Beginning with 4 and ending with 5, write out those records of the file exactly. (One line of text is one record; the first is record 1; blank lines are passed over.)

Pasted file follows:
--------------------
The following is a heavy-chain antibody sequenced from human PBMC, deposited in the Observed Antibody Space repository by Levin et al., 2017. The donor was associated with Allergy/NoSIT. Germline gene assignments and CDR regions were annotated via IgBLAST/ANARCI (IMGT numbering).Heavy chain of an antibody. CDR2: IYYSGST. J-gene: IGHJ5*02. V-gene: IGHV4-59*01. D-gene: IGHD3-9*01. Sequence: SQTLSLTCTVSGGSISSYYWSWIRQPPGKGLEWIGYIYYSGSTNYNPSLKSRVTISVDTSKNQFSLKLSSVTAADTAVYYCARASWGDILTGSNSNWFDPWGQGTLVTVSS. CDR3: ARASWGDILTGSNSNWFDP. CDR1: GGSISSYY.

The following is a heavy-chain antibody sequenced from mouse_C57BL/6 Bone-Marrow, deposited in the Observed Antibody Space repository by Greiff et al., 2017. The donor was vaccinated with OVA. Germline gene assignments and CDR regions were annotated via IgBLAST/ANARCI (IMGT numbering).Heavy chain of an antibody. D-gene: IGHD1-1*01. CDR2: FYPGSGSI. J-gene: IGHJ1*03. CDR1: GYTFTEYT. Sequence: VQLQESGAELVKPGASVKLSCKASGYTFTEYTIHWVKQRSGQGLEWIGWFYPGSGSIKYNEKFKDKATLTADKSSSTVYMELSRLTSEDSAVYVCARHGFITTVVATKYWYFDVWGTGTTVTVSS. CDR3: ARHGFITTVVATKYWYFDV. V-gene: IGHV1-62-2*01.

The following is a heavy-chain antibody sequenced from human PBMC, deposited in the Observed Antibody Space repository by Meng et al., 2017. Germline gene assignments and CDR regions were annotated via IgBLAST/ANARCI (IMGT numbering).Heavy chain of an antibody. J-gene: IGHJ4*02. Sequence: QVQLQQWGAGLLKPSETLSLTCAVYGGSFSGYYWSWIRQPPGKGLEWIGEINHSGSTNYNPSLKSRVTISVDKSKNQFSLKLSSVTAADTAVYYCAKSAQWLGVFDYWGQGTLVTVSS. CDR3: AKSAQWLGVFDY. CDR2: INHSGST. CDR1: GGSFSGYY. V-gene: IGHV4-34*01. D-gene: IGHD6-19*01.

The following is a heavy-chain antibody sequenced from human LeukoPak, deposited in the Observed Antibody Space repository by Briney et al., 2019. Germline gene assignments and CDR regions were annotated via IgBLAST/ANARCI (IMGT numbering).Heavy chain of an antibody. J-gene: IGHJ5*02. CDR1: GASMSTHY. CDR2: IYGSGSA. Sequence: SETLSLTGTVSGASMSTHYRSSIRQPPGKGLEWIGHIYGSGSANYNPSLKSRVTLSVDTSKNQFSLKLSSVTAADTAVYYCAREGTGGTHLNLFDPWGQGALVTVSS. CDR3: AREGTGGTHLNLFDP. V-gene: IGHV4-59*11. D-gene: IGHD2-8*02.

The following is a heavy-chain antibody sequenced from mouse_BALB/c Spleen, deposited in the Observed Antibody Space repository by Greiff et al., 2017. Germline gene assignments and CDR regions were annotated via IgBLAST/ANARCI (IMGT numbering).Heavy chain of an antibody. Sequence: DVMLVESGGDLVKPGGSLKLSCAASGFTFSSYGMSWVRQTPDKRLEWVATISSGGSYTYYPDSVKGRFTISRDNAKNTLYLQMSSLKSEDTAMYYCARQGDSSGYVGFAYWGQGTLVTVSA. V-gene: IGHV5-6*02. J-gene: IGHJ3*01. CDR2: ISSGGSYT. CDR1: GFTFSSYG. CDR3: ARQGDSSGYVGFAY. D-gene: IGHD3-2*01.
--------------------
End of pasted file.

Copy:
The following is a heavy-chain antibody sequenced from human LeukoPak, deposited in the Observed Antibody Space repository by Briney et al., 2019. Germline gene assignments and CDR regions were annotated via IgBLAST/ANARCI (IMGT numbering).Heavy chain of an antibody. J-gene: IGHJ5*02. CDR1: GASMSTHY. CDR2: IYGSGSA. Sequence: SETLSLTGTVSGASMSTHYRSSIRQPPGKGLEWIGHIYGSGSANYNPSLKSRVTLSVDTSKNQFSLKLSSVTAADTAVYYCAREGTGGTHLNLFDPWGQGALVTVSS. CDR3: AREGTGGTHLNLFDP. V-gene: IGHV4-59*11. D-gene: IGHD2-8*02.

The following is a heavy-chain antibody sequenced from mouse_BALB/c Spleen, deposited in the Observed Antibody Space repository by Greiff et al., 2017. Germline gene assignments and CDR regions were annotated via IgBLAST/ANARCI (IMGT numbering).Heavy chain of an antibody. Sequence: DVMLVESGGDLVKPGGSLKLSCAASGFTFSSYGMSWVRQTPDKRLEWVATISSGGSYTYYPDSVKGRFTISRDNAKNTLYLQMSSLKSEDTAMYYCARQGDSSGYVGFAYWGQGTLVTVSA. V-gene: IGHV5-6*02. J-gene: IGHJ3*01. CDR2: ISSGGSYT. CDR1: GFTFSSYG. CDR3: ARQGDSSGYVGFAY. D-gene: IGHD3-2*01.